Finnix development stalled for the past month since the release of 87.0, mainly because there wasn’t much to do, so I tended to other things. However, there’s been some work in the past 48 hours:
- Did a dist-upgrade to bring it up to sync with current etch
- Added “set mark-symlinked-directories on” to /etc/inputrc (Finnix uses symlinks a lot, and it’s annoying having to double-tab when you want to tab-complete to /etc, for example; this fixes that)
- Added dmidecode and selectable modules to finnix-hwsubmit
- Added “dos” boot profile (boots into FreeDOS)
- Replaced hwsetup with a new, faster “pcimodules” routine
That last line is where all the neat is. Here’s a rough idea how current Finnix 87.0 boots its initrd:
- SCSI drivers are loaded, if bootscsi is specified. This is done by blindly loading some ISA drivers, then manually trying to parse human-readable vendor strings in /proc/pci, to determine which module to load.
- IDE drivers are loaded. If dma is specified, Finnix attempts to load (nearly all) PCI IDE modules in sequence. Most succeed, even though there is no such IDE controller installed. If dma is not specified, Finnix simply loads ide-generic and generic.
- USB drivers are loaded, if bootusb is specified. This is done by blindly loading both uhci-hcd and ohci-hcd, then ehci-hcd. Like IDE modules, these will often succeed even if there are no USB controllers. Then usb-storage and usbhid are loaded.
- Same deal with Firewire.
- If SCSI, USB or Firewire succeeded (which is nearly 100% of the time, if any option is turned on), sd_mod and sr_mod are loaded.
- Once the module loading frenzy is over, the device mounting frenzy begins. /dev is scanned, and many classes (hd*, sd*, etc) are tried. This equals hundreds of possibilities, most of which don’t even exist. (/dev/hdi12? Doubtful that device even exists, let alone has a Finnix image on it. But Finnix tries it anyways.)
- Once the full Finnix environment is loaded, roughly the same thing happens again, but in more detail and a different order:
- USB modules are re-loaded, this time by default.
- Same with Firewire.
- PCMCIA loading is attempted by trying to install all 3 popular PCMCIA modules. If any of them succeed, cardmgr is installed.
- Next, a utility written by Klaus Knopper is run, that works a bit like Kudzu in the Red Hat world (in fact, it uses libkudzu on the backend). The PCI bus is compared against a static, hand-updated list of mappings between PCI ids and kernel modules. Known modules are then installed.
Sounds wasteful? Yes, but it worked because it was “good enough”. Now, enter pcimodules. This is a nifty little utility that was grafted into the Debian pciutils package. See, in recent 2.6 kernels, each module exports a list of PCI IDs that the module is capable of handling. depmod takes this information, and compiles it into a few files, one of which is modules.pcimap. pcimodules takes this list, compares it against the PCI bus, and spits out a list of modules that should be installed. I used this as the basis of an excuse to rewrite a major portion of the boot code. Here’s how it’s roughly happening on development builds now:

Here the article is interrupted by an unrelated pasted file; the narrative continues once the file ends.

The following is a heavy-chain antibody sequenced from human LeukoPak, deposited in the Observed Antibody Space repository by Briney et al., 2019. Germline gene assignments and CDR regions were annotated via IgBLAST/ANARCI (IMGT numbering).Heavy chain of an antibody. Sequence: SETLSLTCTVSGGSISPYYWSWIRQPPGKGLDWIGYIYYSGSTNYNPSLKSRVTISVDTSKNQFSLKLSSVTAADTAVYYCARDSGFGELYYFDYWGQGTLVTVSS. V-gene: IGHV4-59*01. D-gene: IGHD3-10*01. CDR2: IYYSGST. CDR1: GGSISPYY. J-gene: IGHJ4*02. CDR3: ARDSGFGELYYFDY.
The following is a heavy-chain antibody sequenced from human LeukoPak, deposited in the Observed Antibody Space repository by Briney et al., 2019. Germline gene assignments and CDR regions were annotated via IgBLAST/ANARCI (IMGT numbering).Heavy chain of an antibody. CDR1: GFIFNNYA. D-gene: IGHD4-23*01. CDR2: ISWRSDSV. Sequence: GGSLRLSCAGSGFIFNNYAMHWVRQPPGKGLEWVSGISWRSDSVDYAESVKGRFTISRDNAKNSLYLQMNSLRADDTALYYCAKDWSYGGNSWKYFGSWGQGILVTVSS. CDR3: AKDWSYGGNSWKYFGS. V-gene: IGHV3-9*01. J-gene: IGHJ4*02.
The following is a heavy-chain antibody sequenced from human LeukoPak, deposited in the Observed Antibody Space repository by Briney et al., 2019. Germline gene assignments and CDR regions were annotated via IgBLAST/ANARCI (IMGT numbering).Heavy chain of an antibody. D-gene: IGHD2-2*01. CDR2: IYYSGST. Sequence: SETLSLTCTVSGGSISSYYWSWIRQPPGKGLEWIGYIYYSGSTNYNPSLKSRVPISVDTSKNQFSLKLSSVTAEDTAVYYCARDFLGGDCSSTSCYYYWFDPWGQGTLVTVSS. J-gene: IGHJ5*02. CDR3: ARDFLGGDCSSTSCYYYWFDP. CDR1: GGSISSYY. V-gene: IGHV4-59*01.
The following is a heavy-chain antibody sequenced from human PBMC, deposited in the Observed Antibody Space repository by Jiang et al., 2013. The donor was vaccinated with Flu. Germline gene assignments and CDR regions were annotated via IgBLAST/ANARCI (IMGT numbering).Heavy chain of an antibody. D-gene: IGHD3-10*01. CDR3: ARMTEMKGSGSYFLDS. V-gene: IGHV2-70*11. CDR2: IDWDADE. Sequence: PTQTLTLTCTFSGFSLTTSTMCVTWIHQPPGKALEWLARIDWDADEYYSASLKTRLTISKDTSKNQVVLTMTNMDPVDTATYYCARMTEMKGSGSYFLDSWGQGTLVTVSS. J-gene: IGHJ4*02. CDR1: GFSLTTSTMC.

- In the initrd, pcimodules is run against the limited subset of modules available within the initrd. This includes many SCSI adapters, most IDE adapters, and the USB and Firewire stuff. Detected modules are loaded.
- Next, /sys/bus is scanned. If /sys/bus/ide exists, install ide-disk and ide-cd. /sys/bus/usb, usb-storage and usbhid. /sys/bus/ieee1394, sbp2. If usb, ieee1394, or scsi were detected, load sr_mod and sd_mod.
- Now that the modules have been (much more efficiently) loaded, try mounting. Remember before that hundreds of mostly non-existent devices were tried before. Now, /sys/block/*/dev is scanned, looking for block devices. Impossible block devices (such as fd0) are removed, and the rest are created as temporary dev entries. The mounter now scans through those. We’ve just reduced hundreds of possibilities down to a half-dozen.
- Again in the full environment (post-initrd):
- pcimodules is run again, this time against the full availability of kernel modules. A more complete module list is returned, and those modules are loaded.
- The same “additional modules” are loaded if needed, using the same logic as in the initrd.
- At this point, the proper PCMCIA module should be loaded if present (because PCMCIA is simply a bus on top of the PCI bus), so if /sys/class/pcmcia_socket/pcmcia_socket0/device exists, load cardmgr.
- The system sleeps for 3 seconds, to allow for probed devices to “settle”.
That’s it! Simpler, more automatic, and above all, FASTER. In my development vmware session, 87.0 takes 40 seconds to load. That’s with default settings, so no USB/Firewire/SCSI scanning in the initrd. The current development build takes 28 seconds. That’s with fully automatic module loading.
This also means that many boot-time options have been removed, because there are now automated. Of the top of my head, I removed nobootide, bootusb, nobootusb, bootfirewire, nobootusb2, bootscsi, nousb, nousb2, nofirewire, noscsi, nopcmcia, and dma. Automatically loading DMA-capable modules makes me worry (see this blog post), but out of the 30 or so different setups I’ve tested, only one drive has a problem with DMA, and it’s a DVD burner that is frankly broken in other respects as well.
Additionally, this means that ISA SCSI CDROM booting is no longer possible without dropping into debug mode and loading modules manually. However, I doubt anyone has ever used that functionality. (If you use an ISA SCSI CDROM drive with Finnix, send me a finnix-hwsubmit report proving it, and I’ll send you a dollar for your troubles :) )
Oh, and this also compacted my code considerably. In both the initrd and the autoconfig scripts, module detection/loading was reduced from 200 lines of code down to 15. Seriously.